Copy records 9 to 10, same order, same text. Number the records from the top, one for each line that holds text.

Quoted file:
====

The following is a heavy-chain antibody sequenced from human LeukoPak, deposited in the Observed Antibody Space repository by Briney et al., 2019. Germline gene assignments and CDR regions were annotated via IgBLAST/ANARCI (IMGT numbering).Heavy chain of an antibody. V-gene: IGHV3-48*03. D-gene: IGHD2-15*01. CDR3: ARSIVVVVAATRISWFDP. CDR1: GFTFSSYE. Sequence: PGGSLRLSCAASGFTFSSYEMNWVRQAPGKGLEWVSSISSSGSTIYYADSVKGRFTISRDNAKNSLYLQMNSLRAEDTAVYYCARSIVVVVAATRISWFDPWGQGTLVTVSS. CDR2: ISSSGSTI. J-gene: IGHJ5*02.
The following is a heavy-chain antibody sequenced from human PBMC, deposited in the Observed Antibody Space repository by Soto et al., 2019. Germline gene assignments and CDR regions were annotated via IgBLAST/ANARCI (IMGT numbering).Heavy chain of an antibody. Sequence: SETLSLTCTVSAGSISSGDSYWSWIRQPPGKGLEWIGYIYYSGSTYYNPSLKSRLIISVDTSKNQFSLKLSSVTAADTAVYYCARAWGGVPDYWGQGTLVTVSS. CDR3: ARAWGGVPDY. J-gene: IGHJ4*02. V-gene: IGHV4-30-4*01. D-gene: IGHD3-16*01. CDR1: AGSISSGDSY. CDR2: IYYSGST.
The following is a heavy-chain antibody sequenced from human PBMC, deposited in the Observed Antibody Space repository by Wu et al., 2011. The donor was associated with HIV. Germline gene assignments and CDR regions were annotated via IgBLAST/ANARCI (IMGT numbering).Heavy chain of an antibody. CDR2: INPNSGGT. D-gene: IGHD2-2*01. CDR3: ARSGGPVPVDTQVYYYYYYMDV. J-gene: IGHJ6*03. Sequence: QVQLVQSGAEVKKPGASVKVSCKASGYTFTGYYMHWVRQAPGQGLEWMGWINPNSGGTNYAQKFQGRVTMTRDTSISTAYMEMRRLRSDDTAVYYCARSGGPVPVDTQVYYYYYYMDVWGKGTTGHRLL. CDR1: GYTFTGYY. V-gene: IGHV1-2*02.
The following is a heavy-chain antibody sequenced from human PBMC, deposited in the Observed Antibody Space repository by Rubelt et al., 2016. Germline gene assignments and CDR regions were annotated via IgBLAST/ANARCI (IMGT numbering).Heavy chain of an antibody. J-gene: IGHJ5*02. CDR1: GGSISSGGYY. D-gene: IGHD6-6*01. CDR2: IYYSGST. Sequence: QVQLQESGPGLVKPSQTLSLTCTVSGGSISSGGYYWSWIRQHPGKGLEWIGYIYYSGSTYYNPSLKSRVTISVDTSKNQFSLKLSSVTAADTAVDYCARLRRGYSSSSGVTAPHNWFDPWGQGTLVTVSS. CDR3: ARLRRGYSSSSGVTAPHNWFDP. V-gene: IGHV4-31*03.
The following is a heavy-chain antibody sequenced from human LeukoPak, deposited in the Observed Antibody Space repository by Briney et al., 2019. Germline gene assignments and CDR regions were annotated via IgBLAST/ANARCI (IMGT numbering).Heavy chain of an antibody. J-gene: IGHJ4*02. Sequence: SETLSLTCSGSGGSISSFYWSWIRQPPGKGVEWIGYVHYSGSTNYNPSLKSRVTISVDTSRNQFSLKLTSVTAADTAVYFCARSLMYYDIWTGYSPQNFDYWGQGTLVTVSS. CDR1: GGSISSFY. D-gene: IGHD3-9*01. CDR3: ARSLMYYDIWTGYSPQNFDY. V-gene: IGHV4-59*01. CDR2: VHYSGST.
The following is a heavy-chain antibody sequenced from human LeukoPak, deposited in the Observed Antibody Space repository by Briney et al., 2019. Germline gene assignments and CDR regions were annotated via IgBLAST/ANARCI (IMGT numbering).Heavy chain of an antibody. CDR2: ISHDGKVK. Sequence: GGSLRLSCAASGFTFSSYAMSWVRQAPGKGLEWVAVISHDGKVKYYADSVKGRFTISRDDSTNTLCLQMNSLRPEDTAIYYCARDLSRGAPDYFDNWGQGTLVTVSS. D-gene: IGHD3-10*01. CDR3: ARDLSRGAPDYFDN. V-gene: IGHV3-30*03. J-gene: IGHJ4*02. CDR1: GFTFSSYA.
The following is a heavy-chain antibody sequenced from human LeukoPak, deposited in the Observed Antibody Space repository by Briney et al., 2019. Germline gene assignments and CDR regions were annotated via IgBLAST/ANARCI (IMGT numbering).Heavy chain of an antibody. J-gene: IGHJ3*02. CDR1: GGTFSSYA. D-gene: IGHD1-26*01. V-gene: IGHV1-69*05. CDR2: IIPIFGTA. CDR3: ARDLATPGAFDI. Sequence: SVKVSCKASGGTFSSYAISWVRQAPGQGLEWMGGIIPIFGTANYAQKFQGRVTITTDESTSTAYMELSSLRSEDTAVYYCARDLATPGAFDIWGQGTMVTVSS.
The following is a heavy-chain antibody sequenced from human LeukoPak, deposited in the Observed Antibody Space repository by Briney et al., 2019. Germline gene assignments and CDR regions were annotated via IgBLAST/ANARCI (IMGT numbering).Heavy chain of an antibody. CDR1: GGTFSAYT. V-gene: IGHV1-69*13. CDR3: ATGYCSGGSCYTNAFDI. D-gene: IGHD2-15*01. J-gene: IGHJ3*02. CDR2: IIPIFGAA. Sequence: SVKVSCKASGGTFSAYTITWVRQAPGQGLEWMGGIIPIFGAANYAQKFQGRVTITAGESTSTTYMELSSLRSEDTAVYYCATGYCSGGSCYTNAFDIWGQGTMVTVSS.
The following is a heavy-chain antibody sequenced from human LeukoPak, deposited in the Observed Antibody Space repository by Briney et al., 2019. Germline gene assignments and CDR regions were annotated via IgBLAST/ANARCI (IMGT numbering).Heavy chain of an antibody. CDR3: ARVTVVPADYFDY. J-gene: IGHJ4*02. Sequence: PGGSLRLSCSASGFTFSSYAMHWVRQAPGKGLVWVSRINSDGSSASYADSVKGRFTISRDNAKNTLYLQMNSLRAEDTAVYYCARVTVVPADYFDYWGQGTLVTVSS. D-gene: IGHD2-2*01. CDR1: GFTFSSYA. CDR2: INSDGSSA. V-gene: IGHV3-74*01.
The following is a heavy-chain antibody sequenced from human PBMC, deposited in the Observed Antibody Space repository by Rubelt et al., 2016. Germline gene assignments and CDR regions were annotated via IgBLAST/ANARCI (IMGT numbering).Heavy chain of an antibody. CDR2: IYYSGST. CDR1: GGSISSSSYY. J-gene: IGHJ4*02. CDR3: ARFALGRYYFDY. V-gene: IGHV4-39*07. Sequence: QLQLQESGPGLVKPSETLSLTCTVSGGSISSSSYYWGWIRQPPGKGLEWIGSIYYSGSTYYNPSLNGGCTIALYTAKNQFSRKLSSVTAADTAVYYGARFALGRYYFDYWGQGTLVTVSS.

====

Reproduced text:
The following is a heavy-chain antibody sequenced from human LeukoPak, deposited in the Observed Antibody Space repository by Briney et al., 2019. Germline gene assignments and CDR regions were annotated via IgBLAST/ANARCI (IMGT numbering).Heavy chain of an antibody. CDR3: ARVTVVPADYFDY. J-gene: IGHJ4*02. Sequence: PGGSLRLSCSASGFTFSSYAMHWVRQAPGKGLVWVSRINSDGSSASYADSVKGRFTISRDNAKNTLYLQMNSLRAEDTAVYYCARVTVVPADYFDYWGQGTLVTVSS. D-gene: IGHD2-2*01. CDR1: GFTFSSYA. CDR2: INSDGSSA. V-gene: IGHV3-74*01.
The following is a heavy-chain antibody sequenced from human PBMC, deposited in the Observed Antibody Space repository by Rubelt et al., 2016. Germline gene assignments and CDR regions were annotated via IgBLAST/ANARCI (IMGT numbering).Heavy chain of an antibody. CDR2: IYYSGST. CDR1: GGSISSSSYY. J-gene: IGHJ4*02. CDR3: ARFALGRYYFDY. V-gene: IGHV4-39*07. Sequence: QLQLQESGPGLVKPSETLSLTCTVSGGSISSSSYYWGWIRQPPGKGLEWIGSIYYSGSTYYNPSLNGGCTIALYTAKNQFSRKLSSVTAADTAVYYGARFALGRYYFDYWGQGTLVTVSS.